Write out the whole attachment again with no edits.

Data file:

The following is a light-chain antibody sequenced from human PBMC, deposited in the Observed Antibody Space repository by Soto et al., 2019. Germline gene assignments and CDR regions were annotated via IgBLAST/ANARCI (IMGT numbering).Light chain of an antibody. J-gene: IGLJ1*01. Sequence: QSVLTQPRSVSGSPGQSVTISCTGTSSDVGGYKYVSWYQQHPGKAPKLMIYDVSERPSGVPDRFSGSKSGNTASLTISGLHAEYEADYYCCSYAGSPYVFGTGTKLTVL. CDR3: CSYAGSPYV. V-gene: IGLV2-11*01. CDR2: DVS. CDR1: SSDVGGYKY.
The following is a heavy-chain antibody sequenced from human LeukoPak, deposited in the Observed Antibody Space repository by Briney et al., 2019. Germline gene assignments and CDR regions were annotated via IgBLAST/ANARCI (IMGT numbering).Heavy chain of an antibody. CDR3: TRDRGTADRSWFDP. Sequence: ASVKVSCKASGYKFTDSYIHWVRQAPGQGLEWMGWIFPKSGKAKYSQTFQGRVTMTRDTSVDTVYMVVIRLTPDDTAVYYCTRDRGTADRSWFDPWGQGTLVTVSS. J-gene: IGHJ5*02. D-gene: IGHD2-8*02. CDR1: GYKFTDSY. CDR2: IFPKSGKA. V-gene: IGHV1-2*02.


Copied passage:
The following is a light-chain antibody sequenced from human PBMC, deposited in the Observed Antibody Space repository by Soto et al., 2019. Germline gene assignments and CDR regions were annotated via IgBLAST/ANARCI (IMGT numbering).Light chain of an antibody. J-gene: IGLJ1*01. Sequence: QSVLTQPRSVSGSPGQSVTISCTGTSSDVGGYKYVSWYQQHPGKAPKLMIYDVSERPSGVPDRFSGSKSGNTASLTISGLHAEYEADYYCCSYAGSPYVFGTGTKLTVL. CDR3: CSYAGSPYV. V-gene: IGLV2-11*01. CDR2: DVS. CDR1: SSDVGGYKY.
The following is a heavy-chain antibody sequenced from human LeukoPak, deposited in the Observed Antibody Space repository by Briney et al., 2019. Germline gene assignments and CDR regions were annotated via IgBLAST/ANARCI (IMGT numbering).Heavy chain of an antibody. CDR3: TRDRGTADRSWFDP. Sequence: ASVKVSCKASGYKFTDSYIHWVRQAPGQGLEWMGWIFPKSGKAKYSQTFQGRVTMTRDTSVDTVYMVVIRLTPDDTAVYYCTRDRGTADRSWFDPWGQGTLVTVSS. J-gene: IGHJ5*02. D-gene: IGHD2-8*02. CDR1: GYKFTDSY. CDR2: IFPKSGKA. V-gene: IGHV1-2*02.